18 December 2012 – Jerusalem. On the occasion of the 65th anniversary of the discovery of the Dead Sea Scrolls, the Israel Antiquities Authority and Google are pleased to launch today the Leon Levy Dead Sea Scrolls Digital Library website, www.deadseascrolls.org.il. The public is invited to experience, view, examine, and explore this collection of over 5000 images of Dead Sea Scrolls, in a quality never seen before.

The library was assembled over the course of two years, in collaboration with Google, using advanced technology first developed by NASA. It includes some 1000 new images of scroll fragments; 3500 scans of negatives from the 1950s; a database documenting about 900 manuscripts, two-thousand years old, comprising thousands of scroll fragments; and interactive content pages. It enables scholars and millions of users worldwide to reveal and decipher details hence invisible to the naked eye. The site displays infra-red and color images at a resolution of 1215 dpi, at a 1:1 scale, equivalent in quality to the original scrolls. Google has provided hosting services and use of Google Maps, image technology and YouTube. The project was made possible by an exceptionally generous grant from the Leon Levy Foundation, and further contribution by the Arcadia Fund, as well as the support of the Yad Hanadiv Foundation.

One of the earliest known texts is a copy of the Book of Deuteronomy, which includes the Ten Commandments; part of chapter 1 of the Book of Genesis, dated to the first century BCE, which describes the creation of the world; a number of copies of Psalms scrolls; tiny texts of tefillin from the Second Temple period; letters and documents hidden by refugees fleeing the Roman army during the Bar Kochba Revolt; and hundreds of additional 2000-year-old texts, shedding light on biblical studies, the history of Judaism and the origins of Christianity.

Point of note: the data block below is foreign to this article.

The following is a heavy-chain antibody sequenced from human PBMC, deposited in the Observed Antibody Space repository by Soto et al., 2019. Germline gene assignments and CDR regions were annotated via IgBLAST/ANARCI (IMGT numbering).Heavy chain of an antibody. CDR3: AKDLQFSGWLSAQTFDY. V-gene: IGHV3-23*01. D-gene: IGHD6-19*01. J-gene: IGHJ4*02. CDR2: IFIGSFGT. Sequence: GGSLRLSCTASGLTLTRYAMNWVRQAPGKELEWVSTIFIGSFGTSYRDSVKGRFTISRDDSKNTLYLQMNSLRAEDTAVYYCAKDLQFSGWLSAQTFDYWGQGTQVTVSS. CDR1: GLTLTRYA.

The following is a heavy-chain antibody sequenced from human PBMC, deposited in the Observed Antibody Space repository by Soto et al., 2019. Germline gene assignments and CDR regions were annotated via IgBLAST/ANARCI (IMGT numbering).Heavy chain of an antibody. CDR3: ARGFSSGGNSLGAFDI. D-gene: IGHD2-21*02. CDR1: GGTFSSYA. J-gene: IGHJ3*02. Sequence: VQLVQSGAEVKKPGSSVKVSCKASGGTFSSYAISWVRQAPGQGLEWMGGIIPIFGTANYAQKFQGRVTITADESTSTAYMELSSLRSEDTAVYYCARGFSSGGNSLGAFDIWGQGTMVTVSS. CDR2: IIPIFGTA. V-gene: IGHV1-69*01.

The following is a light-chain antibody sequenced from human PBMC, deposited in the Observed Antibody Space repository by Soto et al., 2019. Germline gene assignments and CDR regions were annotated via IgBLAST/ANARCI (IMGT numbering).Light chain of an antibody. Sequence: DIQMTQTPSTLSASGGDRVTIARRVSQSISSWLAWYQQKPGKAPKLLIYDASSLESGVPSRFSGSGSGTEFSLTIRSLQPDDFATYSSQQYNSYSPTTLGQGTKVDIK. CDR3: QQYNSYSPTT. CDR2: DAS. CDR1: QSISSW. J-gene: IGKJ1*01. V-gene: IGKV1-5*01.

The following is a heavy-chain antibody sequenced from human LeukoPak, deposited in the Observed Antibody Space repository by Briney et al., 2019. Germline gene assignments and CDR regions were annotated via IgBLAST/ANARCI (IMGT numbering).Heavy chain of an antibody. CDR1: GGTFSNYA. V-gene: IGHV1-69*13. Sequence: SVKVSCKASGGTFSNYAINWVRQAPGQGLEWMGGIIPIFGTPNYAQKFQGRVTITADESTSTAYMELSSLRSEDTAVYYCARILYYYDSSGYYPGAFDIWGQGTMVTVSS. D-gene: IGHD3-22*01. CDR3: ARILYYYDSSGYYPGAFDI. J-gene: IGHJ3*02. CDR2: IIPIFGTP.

Shuka Dorfman, Director of the Israel Antiquities Authority, said: "Only five conservators worldwide are authorized to handle the Dead Sea Scrolls. Now, everyone can "touch" the scrolls on-screen around the globe, and view them in spectacular quality, equivalent to the original! On the occasion of the 65th anniversary of their discovery, the IAA, in collaboration with Google, presents the scrolls online, using the most advanced imaging technology. Thus, this most important national treasure is available to the general public, preserving it for future generations."

Yossi Matias, Head of Google’s R&D Center in Israel, said: “We’re working to bring important cultural and historical materials online and help preserve them for future generations. The pieces of culture and history being made accessible today - the manuscripts of the 10 commandments, the story of the creation of the world, and more - are known to almost every schoolchild around the world. This partnership is another step towards preserving cultural material around the world, and enabling users to enjoy it.”

About the Scrolls: In 1947, while searching for a stray goat in the Judean Desert, a Bedouin shepherd came upon a cave, in which he found a clay jar containing 2000-year-old scrolls. Ultimately, Bedouin treasure hunters and archaeologists found the remains of hundreds of additional ancient scrolls in nearby caves. These ancient pieces of parchment and papyrus, including the oldest copies of the Hebrew Bible, were preserved for two-thousand years by the hot, dry desert climate and the darkness of the caves where they were hidden. The scrolls unveil the diverse religious beliefs which prevailed in ancient Judaism during the turbulent Second Temple period, whence Jesus lived and preached. The scrolls are considered the most important archaeological discovery of the twentieth century.